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COM/CXW/mnt Mailed 7/16/01

Decision 01-07-027 July 12, 2001


Order Instituting Rulemaking into Distributed Generation.

Rulemaking 99-10-025

(Filed October 21, 1999)

(See Appendix A for List of Appearances)




1. Summary 2

2. Background 3

3. Procedural History 5

4. Standby Rates Today 7

5. Positions of the Parties 12

6. Major Issues 36

7. Discussion and Summary of Adopted Standby Rate Design Framework 55

8. Independent Clean Energy Tariff 68

9. Comments on Proposed Decision 76

Findings of Fact 77

Conclusions of Law 80

INTERIM ORDER.................................................................................83


1. Summary

This decision is part of a broader consideration of rules and policies affecting the deployment of onsite generation facilities. Such facilities are "onsite" in the sense that they are located on or in close proximity to the property of the customer or customers whose load the facilities are designed to serve. Here, we adopt interim standby rate design policies for onsite generation facilities that are interconnected to and operate in parallel with the distribution system in accordance with Rule 21.

During the pendency of this proceeding, the context for setting standby rates has changed in several fundamental ways. Most basic has been the continually-expanding disaster in wholesale electric markets, permanently altering our expectations for the functioning of electric markets, and shaking many of the assumptions underlying the record in this proceeding.

In addition, the Legislature has spoken decisively by establishing short term policy for the application of standby charges to onsite generation. Most onsite generators going into operation in the next two years are exempt from standby charges for at least the next ten years.1 The exceptions are diesel-fired generators and facilities with capacity in excess of five megawatts (MWs).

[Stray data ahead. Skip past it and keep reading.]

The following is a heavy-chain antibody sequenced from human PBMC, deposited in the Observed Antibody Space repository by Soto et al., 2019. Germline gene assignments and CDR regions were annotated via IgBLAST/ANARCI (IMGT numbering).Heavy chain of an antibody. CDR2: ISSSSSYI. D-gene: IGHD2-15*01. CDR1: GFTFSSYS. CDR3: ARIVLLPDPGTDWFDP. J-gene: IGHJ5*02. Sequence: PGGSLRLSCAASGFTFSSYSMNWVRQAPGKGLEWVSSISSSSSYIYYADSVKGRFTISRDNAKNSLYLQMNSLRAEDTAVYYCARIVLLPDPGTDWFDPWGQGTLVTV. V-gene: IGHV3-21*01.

Further, the Legislature has expanded the previously more-limited net metering program to apply to renewable onsite generators of one MW or less, in all customer classes. This not only allows such customers to net unneeded power against power supplied by the utility at retail prices, but also shields those customers from the imposition of any additional charges, including standby fees.

We are left with the need to implement these legislative directives and to define a broader policy to apply to those facilities not included within the statutory exemption due to size, fuel choice, or date of initial operation.

We direct the utilities to file standby rate design applications consistent with the interim policy guidelines within 60 days; we will adopt permanent rates within utility-specific proceedings. The rate design policy we approve today provides guidelines for rate design of the standby rates charged to non-exempt customers employing onsite generation to cover all or some portion of their load. These policies will apply to any non-exempt onsite generation facility requiring some level of standby service, whether for supplemental, backup, or maintenance purposes. Such facilities include self-generation, cogeneration, microcogeneration, and qualifying facilities (QFs). We also adopt the Independent Clean Energy Tariff (ICE-T) proposal recommended by the California Solar Energy Industry Association (CalSEIA). Respondent utilities are directed to submit advice letters to implement the ICE-T proposal within 15 days of the effective date of this order. While consistent with the Legislature's recent expansion of the net metering program, ICE-T extends the protection from standby charges to solar generators not taking advantage of net metering.

1 Pursuant to Section 353.1(a) of the Public Utilities Code, this exemption applies to onsite generators meeting other criteria that comment initial operation between May 1, 2001 and June 1, 2003, except that gas-fired generators that are not operated in a combined heat and power application must commence commercial operation no later than September 1, 2002.

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